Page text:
Positive Social Networks & Recovering From Addiction: Mark Gilman

Huseyin Djemil introduces “the hardest working civil servant”. Mark Gilman’s presentation talks about ‘Positive social networks & recovering from addiction’ in his typically engaging and witty style – delegates wanted the presentation emailed over to them the following day. ‘No one can do it for you and you can’t do it alone’, get on the boat, any boat, and talk about the technique / route later and don’t do it on your own!’ Mark Gilman, Strategic Recovery Lead, Public Health England (at the time). Towards Recovery Conference, Helping to build a recovery community, Henley Recovery Cafe, 23 November 2013. [30’17”]

Visiting UK Recovery Friends: Part 2 (Mark Gilman)

Last month, I returned from a European trip of just under eight weeks, a trip during which I visited a number of friends who work in the addiction recovery field. In a previous blog, I described my meeting with Kevan Martin, Founder of NERAF (Northern Engagement into Recovery from Addiction).

Two days later, I spent the afternoon in Manchester with Mark Gilman, who many of you know. Mark was North West Regional Manager for the National Treatment Agency (NTA) for Substance Misuse, and more importantly one of the leading recovery advocates in the UK, when I first met him in 2008. He had established Recovery Oriented Integrated Systems (ROIS) in the North West, on the basis of the ideas of George de Leon. The latter’s proposition was that by coming together as part of a therapeutic community, people can learn how to live right.

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A Conversation with… Mark Gilman (Part 2 of 2)

The second of a two-part conversation that Toby Seddon had with Mark Gilman. ‘In this part, we pick up the story in 1999, when Mark moved from Lifeline to the Home Office. The conversation ranges widely, covering treatment, recovery, social justice and crime, reflecting the unique breadth of Mark’s contributions to the field.’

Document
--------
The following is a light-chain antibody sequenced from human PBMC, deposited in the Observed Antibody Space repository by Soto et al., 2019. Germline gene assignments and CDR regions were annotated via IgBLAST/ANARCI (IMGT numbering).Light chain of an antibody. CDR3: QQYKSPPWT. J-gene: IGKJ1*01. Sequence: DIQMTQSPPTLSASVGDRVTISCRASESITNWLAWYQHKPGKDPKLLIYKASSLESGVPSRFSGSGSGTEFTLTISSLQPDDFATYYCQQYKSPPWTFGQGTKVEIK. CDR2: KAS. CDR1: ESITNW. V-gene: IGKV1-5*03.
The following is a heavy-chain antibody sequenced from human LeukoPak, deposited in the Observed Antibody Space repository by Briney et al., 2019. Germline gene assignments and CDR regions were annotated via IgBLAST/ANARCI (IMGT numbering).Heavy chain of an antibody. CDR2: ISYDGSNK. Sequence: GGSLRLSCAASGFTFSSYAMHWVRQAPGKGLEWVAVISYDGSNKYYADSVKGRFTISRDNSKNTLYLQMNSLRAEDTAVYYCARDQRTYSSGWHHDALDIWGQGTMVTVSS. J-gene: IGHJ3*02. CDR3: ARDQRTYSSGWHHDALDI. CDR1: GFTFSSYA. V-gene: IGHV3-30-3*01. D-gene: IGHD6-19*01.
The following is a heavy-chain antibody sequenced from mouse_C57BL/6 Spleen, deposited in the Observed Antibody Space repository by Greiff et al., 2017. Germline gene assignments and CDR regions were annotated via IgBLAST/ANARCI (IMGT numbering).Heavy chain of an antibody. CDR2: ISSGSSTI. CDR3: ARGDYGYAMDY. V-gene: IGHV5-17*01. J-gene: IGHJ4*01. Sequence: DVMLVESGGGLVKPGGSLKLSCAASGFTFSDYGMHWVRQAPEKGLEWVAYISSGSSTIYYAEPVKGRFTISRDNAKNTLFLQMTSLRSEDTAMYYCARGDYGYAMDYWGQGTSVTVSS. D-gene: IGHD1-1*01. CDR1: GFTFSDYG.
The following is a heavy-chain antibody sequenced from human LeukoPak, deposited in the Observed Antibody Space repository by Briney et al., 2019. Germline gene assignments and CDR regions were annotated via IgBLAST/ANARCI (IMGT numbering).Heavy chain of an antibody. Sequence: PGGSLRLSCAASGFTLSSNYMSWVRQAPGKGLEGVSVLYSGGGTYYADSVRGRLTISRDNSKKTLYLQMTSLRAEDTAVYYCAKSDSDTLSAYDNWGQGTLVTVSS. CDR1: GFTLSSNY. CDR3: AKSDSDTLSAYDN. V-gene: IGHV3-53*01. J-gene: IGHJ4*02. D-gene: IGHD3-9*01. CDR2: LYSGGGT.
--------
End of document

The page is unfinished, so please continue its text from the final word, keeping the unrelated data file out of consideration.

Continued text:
In this conversation, Mark talks about the time he was a regional manager for the National Treatment Agency (NTA).

‘There was actually some public opinion research done in the NTA which reiterated the idea that the primary beneficiary of many of the interventions was not individual people with drug problems themselves, with substance use disorder themselves, but the wider community.

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A Conversation with… Mark Gilman (part 1 of 2)

Please check out this wonderful conversation between Mark Gilman and Toby Seddon. I know Mark from my days working in the UK addiction recovery field. He’s one of my favourite people working in the field and we’ve got together a number of times during my visits back to the UK (and Manchester).  I knew that Mark had worked at Lifeline in Manchester and played a pivotal role in the emerging harm reduction approach. I did not know about his early research on heroin use.

This is an absolutely fascinating interview. Here is what Toby wrote about the conversation and comments from two of the field’s stalwarts.

‘The first of a two-part conversation with Mark Gilman. Mark has been a major figure in the field over four decades and directly involved in many of the most significant developments we have seen. In this part, we talk about Mark’s early life, his work with the late Geoff Pearson researching heroin use in the North of England, and his pioneering work with Lifeline in the 1980s and 1990s.’ Toby Seddon

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Mark Gilman: Positive social networks and recovering from addiction

‘No one can do it for you and you can’t do it alone’, get on the boat, any boat, and talk about the technique / route later and don’t do it on your own!’

Early In June, I blogged about what Bill White refers to as a recovery carrier. ‘Recovery carriers are people, usually in recovery, who make recovery infectious to those around them by their openness about their recovery experiences, their quality of life and character, and the compassion for and service to people still suffering from alcohol and other drug problems.’

Well, many people in the UK will know Mark Gilman as a recovery carrier par excellence. Mark has been advocating for recovery for  number of years now and has almost certainly visited more recovery communities and initiatives than anyone in the UK. He is one of the funniest people you will ever hear talk about recovery. Mark also shows that you don’t need to be in recovery to be a great advocate.

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